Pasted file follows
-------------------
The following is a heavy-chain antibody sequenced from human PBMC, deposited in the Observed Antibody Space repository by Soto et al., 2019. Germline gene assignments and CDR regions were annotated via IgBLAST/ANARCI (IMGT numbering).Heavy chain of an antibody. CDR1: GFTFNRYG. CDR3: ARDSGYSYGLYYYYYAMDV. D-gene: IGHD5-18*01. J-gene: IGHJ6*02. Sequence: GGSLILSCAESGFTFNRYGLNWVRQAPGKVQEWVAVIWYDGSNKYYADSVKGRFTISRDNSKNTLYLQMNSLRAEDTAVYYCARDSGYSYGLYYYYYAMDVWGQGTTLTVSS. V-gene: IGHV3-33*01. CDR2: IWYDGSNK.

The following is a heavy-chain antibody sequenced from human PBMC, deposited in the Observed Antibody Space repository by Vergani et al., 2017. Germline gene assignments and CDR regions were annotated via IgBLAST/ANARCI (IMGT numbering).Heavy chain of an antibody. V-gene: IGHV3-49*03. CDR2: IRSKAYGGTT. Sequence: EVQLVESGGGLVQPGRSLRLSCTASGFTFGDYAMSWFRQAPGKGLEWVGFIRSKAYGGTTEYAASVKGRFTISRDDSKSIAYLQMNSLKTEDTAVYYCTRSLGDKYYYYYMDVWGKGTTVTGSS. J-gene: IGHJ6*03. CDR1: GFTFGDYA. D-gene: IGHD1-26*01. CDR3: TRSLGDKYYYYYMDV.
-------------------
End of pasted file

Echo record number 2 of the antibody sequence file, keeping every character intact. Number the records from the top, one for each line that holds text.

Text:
The following is a heavy-chain antibody sequenced from human PBMC, deposited in the Observed Antibody Space repository by Vergani et al., 2017. Germline gene assignments and CDR regions were annotated via IgBLAST/ANARCI (IMGT numbering).Heavy chain of an antibody. V-gene: IGHV3-49*03. CDR2: IRSKAYGGTT. Sequence: EVQLVESGGGLVQPGRSLRLSCTASGFTFGDYAMSWFRQAPGKGLEWVGFIRSKAYGGTTEYAASVKGRFTISRDDSKSIAYLQMNSLKTEDTAVYYCTRSLGDKYYYYYMDVWGKGTTVTGSS. J-gene: IGHJ6*03. CDR1: GFTFGDYA. D-gene: IGHD1-26*01. CDR3: TRSLGDKYYYYYMDV.